40 Fun Facts about Leopard Geckos

1. The scientific name of a leopard gecko is Eublepharis macularius.

2. The name “Eublepharis” means “well-made eyelid”.

3. The name “Macularius” means “spotted”.

4. Many hobbyists refer to leopard geckos simply as “leos”.

5. Leopard geckos are estimated to be one of the most commonly kept reptiles in the world, along with bearded dragons (Pogona sp.) and corn snakes (Pantherophis guttatus).

6. There is an estimated 3 million captive leopard geckos in the United States alone.

7. Some leopard geckos can reach lengths of 10-12 inches.

8. Most captive leopard geckos will live over 20 years, provided their owner’s husbandry is suitable.

9. Leopard geckos are ground-dwelling, but can be occasionally be found climbing rocks, walls, and enclosure decorations.

10. In the wild, leopard geckos have been recorded as high as 6800 feet above sea level.

11. Due to selective breeding, leopard geckos come in hundreds of different morphs (variations in color or pattern)

12. As leopard geckos are crepuscular, UVB is not entirely necessary, but has been proven to be beneficial.

13. Unlike most other geckos, leopard geckos have moveable eyelids, meaning they can blink and close their eyelids while asleep.

Image: Flickr

14. Leopard geckos can also see much better than many other geckos: herpetologists estimate their vision is similar to that of a cat’s.

15. Furthermore, leopard geckos also have surprisingly good hearing capabilities to avoid natural predators.

16. A leopard gecko’s ears are found on either side of their head and protected by a thin membrane.

17. If you look into the ears of your leo, you might be able to see light coming through the other side!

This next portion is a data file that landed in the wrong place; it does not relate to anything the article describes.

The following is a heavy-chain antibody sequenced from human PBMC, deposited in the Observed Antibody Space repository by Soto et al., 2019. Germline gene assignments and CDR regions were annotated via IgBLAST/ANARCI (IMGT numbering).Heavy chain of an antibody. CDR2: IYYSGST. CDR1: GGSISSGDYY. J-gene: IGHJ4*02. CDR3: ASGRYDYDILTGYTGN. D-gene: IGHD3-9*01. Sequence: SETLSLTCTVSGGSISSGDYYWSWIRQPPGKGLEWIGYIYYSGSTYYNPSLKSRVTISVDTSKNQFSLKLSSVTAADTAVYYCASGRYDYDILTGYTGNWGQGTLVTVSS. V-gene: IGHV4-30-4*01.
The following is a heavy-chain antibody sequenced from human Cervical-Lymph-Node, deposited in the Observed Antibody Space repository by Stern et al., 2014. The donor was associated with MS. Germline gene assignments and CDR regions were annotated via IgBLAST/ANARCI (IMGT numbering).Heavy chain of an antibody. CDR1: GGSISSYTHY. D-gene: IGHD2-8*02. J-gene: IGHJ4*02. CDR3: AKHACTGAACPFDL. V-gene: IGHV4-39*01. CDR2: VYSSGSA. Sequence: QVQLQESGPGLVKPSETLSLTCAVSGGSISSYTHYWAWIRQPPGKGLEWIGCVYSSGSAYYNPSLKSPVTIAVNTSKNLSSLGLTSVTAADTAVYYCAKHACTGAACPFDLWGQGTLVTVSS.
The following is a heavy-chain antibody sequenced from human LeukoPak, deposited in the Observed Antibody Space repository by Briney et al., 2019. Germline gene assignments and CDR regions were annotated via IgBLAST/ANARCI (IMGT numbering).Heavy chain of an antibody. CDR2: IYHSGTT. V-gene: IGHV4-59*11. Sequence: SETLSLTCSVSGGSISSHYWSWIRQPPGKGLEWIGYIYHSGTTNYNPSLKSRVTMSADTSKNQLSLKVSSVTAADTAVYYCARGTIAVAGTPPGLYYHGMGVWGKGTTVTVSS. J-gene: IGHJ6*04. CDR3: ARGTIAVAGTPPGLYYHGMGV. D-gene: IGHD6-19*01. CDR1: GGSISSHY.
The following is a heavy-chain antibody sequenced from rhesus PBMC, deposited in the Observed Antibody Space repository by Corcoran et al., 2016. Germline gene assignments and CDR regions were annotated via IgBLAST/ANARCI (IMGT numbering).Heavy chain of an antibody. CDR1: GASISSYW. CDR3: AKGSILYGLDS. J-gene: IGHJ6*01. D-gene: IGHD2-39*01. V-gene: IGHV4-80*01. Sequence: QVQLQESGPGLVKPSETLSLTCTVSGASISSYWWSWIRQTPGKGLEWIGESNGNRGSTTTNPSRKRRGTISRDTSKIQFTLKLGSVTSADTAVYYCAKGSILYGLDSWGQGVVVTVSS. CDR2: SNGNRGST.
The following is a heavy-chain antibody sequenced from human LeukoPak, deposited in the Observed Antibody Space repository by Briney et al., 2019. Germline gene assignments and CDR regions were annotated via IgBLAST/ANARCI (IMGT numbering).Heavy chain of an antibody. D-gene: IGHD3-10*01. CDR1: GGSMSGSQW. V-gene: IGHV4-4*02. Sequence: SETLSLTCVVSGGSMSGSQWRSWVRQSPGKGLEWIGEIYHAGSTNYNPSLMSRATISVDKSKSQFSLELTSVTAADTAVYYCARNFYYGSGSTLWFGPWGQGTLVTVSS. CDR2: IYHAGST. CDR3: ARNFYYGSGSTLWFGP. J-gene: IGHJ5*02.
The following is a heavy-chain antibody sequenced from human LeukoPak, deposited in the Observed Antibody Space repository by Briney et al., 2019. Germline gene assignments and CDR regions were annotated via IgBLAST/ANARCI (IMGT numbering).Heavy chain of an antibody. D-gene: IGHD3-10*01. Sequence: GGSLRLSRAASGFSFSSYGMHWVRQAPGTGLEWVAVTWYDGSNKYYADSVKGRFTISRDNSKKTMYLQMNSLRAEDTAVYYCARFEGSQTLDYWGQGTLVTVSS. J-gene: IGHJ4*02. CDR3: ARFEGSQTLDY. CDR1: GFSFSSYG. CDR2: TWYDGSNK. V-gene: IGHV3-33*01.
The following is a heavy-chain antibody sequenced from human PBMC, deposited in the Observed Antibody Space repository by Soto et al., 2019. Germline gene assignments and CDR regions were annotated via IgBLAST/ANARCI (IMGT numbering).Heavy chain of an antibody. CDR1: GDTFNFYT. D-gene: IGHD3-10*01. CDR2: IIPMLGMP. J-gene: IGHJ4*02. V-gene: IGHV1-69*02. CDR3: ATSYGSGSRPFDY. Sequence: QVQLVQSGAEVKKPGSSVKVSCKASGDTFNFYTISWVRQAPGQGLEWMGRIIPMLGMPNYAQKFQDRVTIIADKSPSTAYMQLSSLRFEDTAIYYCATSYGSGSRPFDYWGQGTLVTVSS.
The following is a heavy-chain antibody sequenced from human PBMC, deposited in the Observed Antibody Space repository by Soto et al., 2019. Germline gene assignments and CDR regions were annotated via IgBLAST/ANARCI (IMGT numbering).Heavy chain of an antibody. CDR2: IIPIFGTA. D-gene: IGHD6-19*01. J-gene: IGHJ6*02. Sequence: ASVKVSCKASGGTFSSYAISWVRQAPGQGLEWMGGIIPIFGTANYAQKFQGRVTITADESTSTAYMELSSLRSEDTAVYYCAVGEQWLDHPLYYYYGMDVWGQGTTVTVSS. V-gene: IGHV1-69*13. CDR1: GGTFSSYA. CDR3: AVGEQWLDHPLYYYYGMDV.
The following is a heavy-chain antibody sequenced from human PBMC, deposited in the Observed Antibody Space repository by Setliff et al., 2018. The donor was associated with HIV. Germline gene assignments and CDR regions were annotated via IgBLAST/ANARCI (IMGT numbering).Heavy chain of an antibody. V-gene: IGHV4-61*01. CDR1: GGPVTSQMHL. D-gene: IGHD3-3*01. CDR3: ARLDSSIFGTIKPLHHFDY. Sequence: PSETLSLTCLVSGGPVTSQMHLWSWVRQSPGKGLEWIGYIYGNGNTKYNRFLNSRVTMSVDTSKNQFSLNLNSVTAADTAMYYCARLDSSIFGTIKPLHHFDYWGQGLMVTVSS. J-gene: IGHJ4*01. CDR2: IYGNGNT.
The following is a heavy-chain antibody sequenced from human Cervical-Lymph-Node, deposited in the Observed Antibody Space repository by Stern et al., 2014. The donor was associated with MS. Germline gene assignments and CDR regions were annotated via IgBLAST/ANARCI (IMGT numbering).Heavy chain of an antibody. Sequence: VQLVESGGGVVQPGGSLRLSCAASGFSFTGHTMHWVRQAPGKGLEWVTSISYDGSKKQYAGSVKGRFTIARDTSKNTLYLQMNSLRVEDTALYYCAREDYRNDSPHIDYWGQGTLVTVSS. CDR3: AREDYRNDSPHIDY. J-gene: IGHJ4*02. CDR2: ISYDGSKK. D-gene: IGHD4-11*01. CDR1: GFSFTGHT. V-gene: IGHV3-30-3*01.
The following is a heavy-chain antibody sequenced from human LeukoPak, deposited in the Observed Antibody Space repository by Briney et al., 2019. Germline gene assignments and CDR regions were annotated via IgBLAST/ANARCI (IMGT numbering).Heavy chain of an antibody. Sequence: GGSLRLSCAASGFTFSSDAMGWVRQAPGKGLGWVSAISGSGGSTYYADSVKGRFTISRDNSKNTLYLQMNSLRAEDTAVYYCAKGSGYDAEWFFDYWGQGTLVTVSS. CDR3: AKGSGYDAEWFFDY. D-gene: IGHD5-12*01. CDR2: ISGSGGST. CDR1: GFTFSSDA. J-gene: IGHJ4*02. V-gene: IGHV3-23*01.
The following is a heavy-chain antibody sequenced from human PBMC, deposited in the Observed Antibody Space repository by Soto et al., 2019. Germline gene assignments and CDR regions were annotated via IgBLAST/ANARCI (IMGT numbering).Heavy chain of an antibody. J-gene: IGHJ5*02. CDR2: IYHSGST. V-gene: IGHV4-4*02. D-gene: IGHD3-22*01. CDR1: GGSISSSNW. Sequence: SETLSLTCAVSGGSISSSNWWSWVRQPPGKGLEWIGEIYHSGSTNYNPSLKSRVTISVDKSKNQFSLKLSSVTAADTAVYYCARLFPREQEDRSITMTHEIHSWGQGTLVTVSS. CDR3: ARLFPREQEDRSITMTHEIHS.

18. Leopard geckos lack toepads — and therefore, the ability to climb walls — in contrast to most other geckos.

19. Leopard geckos are insectivores, meaning they eat exclusively live invertebrates.

20. Leopard geckos are native to the arid regions of Pakistan, Iran, and Afghanistan.

21. In the wild, leopard geckos are found in crevices (such as holes in the ground and underneath rocks)

22. They have also been found frequenting the interiors of stone walls.

Image: Flickr

23. Leopard geckos occasionally form loose “groups” in the wild, but it’s still best if they are not cohabited in captivity.

24. In the food chain, leopard geckos are secondary consumers (insects eat plants, and geckos eat insects)

25. The natural predators of a leopard gecko include larger reptiles, large mammals, and birds.

26. If caught by a predator or frightened, leopard geckos will purposefully drop their tails as a distraction.

27. Once a leopard gecko’s tail is dropped, it can grow back, although usually it doesn’t look the same as it did before the incident.

28. While losing a tail is far preferable to being eaten, it is still an enormously stressful experience.

29. Most of a leopard gecko’s excess nutrients are stored in the tail, so if they do lose it, they will need to eat more protein and fat than usual to help it regrow.

30. Fat and other nutrients can also be stored in the armpits and sides, but when this occurs it is generally a sign the gecko is overweight.

31. Leopard geckos shed their skin frequently and regularly. This process is usually preceded by a lightening in the appearance of their skin.

Image: Flickr

32. After they have shed, leopard geckos will eat their old skin.

33. They do this to regain nutrients lost in the shedding process, and to not leave a scent trail behind for potential predators.

34. Leopard geckos will “scream” or chirp vocally when annoyed or even hungry. This is more common in babies and young juveniles.

35. They can also use this chirping sound to communicate, if the need arises.

36. When angry or frightened, leopard geckos will slowly wave their tails in a defensive manner. When hunting, the tail moves much faster and almost appears to rattle immediately before they attack an insect.

37. A leopard gecko’s sex is determined by their incubation temperature.

38. Warmer incubation temperatures (90° F) will result in almost all eggs being male.

39. Cooler incubation temperatures (80° F) will result in most of the eggs being female.

40. An incubation temperature of around 85° F will result in an equal amount of males and females.

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